Q writer David Cavanagh died on December 27, 2018. He wrote for Q prolifically during in the 1990s and returned to the magazine in 2018. He was the greatest music writer of his era, universally admired by his peers and readers alike. This profile of former Coral guitarist Bill Ryder-Jones appeared in November, 2018, in Q393. It was to be his last piece for Q.
The story so far: The 1975 became one of the world’s biggest bands by stealth, while messianic frontman Matty Healy sank secretly into drug addiction. Sylvia Patterson meets the quartet in England and Los Angeles to hear how he pulled back from the abyss so as to push his group into a new galaxy.
In 2016, Christine And The Queens had the biggest-selling debut of the year, bringing pansexuality into mainstream pop culture, to standing ovations from Madonna and Elton John. In 2018, the French star returns with a new identity – Chris – and a snappier sound built to swallow the globe. But does selling over a million albums complete you? The singer talks identity, sex, da funk and the meaning of life with Laura Snapes.
David Byrne’s astonishing American Utopia stage show completely reinvents the pop concert. It has been described as “the best live show of all time”, but that might undersell it. Dorian Lynskey joins the tour in Paris and talks to the former Talking Heads singer about its genesis and purpose.
This month, the landmark album of the year was released: Now That’s What I Call Music! 100. It’s the latest instalment of the hits series that began in 1983 and has frequently outsold all-comers since. Peter Robinson investigates its genesis and our surprisingly enduring love affair with the compilation album.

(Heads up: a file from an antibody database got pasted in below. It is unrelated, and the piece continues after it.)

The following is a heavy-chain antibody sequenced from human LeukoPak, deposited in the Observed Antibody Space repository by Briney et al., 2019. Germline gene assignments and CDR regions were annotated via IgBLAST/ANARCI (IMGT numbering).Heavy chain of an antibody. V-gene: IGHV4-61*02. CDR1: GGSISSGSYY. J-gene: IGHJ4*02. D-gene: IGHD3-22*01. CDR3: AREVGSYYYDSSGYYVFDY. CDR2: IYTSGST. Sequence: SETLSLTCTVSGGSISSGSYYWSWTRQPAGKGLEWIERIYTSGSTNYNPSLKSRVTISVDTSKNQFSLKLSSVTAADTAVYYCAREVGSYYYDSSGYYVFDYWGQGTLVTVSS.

He’s the biggest pop star in the world who is not called Adele, and yet he is also the most divisive. Dorian Lynskey meets Ed Sheeran on tour and then backstage at his Glastonbury triumph to unlock the secret to his success, and to talk prescription drugs, politics, “crushing naysayers” and how he smells a lot better than he looks.
Continuing on from our Mark E Smith tribute in the current issue of Q, illustrious fans of The Fall leader remember the music and the man.
Richard Russell progressed from hawking rave 12 inchers around Soho for XL Records to running the label, turning The Prodigy and Adele into international stars. He produced Gil Scott-Heron and Bobby Womack’s last albums, but, writes Tom Doyle, it was Russell’s own brush with mortality that prompted his first solo excursion, co-starring Damon Albarn, Giggs, Brian Eno and others.
Wild Beasts emerged in 2008 as an antidote to lumpen lad rock, delivering a unique brand of rakish, ambitious and emotionally intelligent pop. Their star seemed to be in the ascendant ever since... until they suddenly announced they were splitting in September last year. Laura Snapes meets them to find out why.
As part of our Mark E Smith tribute in the latest issue of Q, we spoke to illustrious fans, friends and former colleagues of The Fall leader. Here, ex-wife and former Fall guitarist Brix Smith Start recalls her time with the Hip Priest.
Mark E Smith formed The Fall as a teenager in 1976 with the explicit goal of tethering primitive music to intelligent lyrics. By 2015, thirty albums and countless band members later, he remained unusually faithful to that mission. But at what cost? In Smith’s last Q interview, Ted Kessler met him in the boozer to find out.
Mark E Smith was the ultimate outlier, a genius contrarian who carved out one of the most singular bodies of work in British music. His sad passing has prompted thousands of heartfelt obituaries. Q’s Simon McEwen revisits The Fall's 32 studio albums and chooses his six favourites.